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  1. #1
    Join Date
    May 2013
    Posts
    3

    Help with Carrier AC decision

    Hoping to solicit some advice from the pros here... We currently have a Carrier Infinity 96% efficiency furnace, variable speed blower, 2 stage gas valve, 80k btu furnace with the Infinity controller. The AC portion was an existing install, Kenmore 14SEEER. The compressor is making a very loud 'bang' every time it kicks off and we've had several techs from different companies give us bids to fix it. All bids have been what I consider to be too much in comparison to investing in a new system.

    In any case, we are looking at the Carrier Infinity and Bryant Evolution communicating series of AC and heat pumps. I do know I'd like at least a dual stage compressor for comfort, but beyond that I don't know what to do. The sales guys are all trying to sell the highest seer available (obviously) and are pushing the heat pump as a good option saying that they'll both save us a ton of money. I'm not so sure and the information out there on money savings with a higher seer rating is mostly sales literature.

    In AC, we are looking at the 24ANB6, 24ANB7, and 24ANB1 in a 3 ton with 3.5 ton coil. Manual J calculations have been performed by 2 of the bidders with the same results.

    In heat pump, looking at the 25HNB6, 25HNB9, and 25VNA0 in a 3 ton with 3.5 ton coil.

    Can anyone advise if there is any financial benefit to going with the higher SEER/EER rated units? I'd love to lower our utility bills but the higher units are significantly more expensive.

    Live in Utah, where summers are hot 90-100*, winter is cold 10-40*, and spring and summer can be mild or any combination thereof. Rates for our power are as follows:

    Summer:

    1-400kw 8.6c/kw
    401-1000kw 11.2c/kw
    1001+kw 14c/kw

    Winter:

    1-400kw 8.6c/kw
    400+kw 9.6c/kw

    Rates for the gas as follows:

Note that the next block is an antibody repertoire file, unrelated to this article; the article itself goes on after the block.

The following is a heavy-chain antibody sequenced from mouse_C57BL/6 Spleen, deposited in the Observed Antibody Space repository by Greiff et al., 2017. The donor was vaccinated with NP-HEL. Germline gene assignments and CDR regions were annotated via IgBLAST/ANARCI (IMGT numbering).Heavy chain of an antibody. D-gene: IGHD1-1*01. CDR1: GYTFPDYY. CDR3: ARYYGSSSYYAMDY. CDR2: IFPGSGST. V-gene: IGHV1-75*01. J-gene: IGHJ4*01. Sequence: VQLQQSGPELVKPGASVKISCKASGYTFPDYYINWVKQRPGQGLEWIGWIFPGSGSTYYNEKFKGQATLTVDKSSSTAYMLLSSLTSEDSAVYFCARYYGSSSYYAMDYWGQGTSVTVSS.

Summer:

    1st 45dec 6.95/dec
    45+dec 5.69

    Winter:

    1st 45dec 7.91/dec
    45+dec 6.52/dec

    Thanks for any help or advice you can give!

  2. #2
    Join Date
    Jan 2009
    Location
    Keokuk, IA
    Posts
    5,520
    You are facing hte same decision I made when installing my downstairs system recently. You have fairly low gas rates compared ot electric rates, so you'll gain a little in milder weather with dual fuel. Personally, I like the extra 2 stages of heat, expecially with a 2 stage furnace.

    With dual fuel and in a dryer summer climate and with 4 seasons, there's not much benefit to the Greenspeed. Greenspeed makes more sense in all electric or a propane dual fuel setup. It actually has a lower COP below abotu 40F than a Infinity 19 HP. The Infinity 19 is also quite a bit quieter than the Infinity 16/17. I have both. The 17 is very quiet, but hte 19 on low stage is almost whisper quiet cooling. A little louder in heating, but not much.

    The heat pump with those low gas rates won't "save you a ton", but again the extra stages of heating are very nice in mild weather since you existing furnae only drop to about 50k BTU in low stage. The heat pump will fill the gap with heat outputs over 35F of between about 24-39k depending on whic hstage and outdoor temps. Low stage on you furance is probably abotu 750CFM. Low stage on the heat pump is around 550-700 depending on outdoor temps. Infinity will vary the blower speed depending on outdoor temprature in heating and in cooling will vary based on outdoor temp and indoor humidity. IN comfort mode the air tmeps are kept pretty warm on the heat pump. Its' never cool or drafty. If sized right then, you system would be running continously with either the heat pump or furnace below abotu 40F. Right now it probably doesn't run continous until it's under probably about 20F? That's a big jump in comfort. Less cycling means more even temperatures.

  3. #3
    Join Date
    May 2013
    Posts
    3
    Thanks for the advice, I appreciate the insightful post. Our furnace doesn't really run continuously at all, even when it's 20* (although it will run quite a bit more). We've replaced all the doors and windows in our house and done quite a bit of insulation, so that has helped with keeping the house moderate.

    So it sounds like I have little to gain in cutting down our bills by going to a heat pump and that the end result would be mostly comfort? Is a higher seer system worth going to (17, 19, or 21 vs the 16) or is the savings so small the payoff would take many years?

    One of my contractors advised me to go with a 4 ton vs a 3 because 'it would cool the house down faster and run less in the summer'. All the others are recommending a 3 ton with a 3.5 ton coil inside. The current 3 ton does run for hours at a time in the summer trying get the house down in temperature but I had always thought this was the most efficient way for AC to run. All the contractors say they have run a load calculation.

  4. #4
    Join Date
    May 2013
    Posts
    3
    One more question I forgot to ask... Is the recommendation to upside the coil to 3.5 ton with a 3 ton compressor based on an improvement in efficiency or just selling more equipment?

    All the contractors are telling me it's ok to keep the old lineset and flush for the new refrigerant. I did read somewhere that the newer units use a larger size line and wondering if this is true?

    Thanks!

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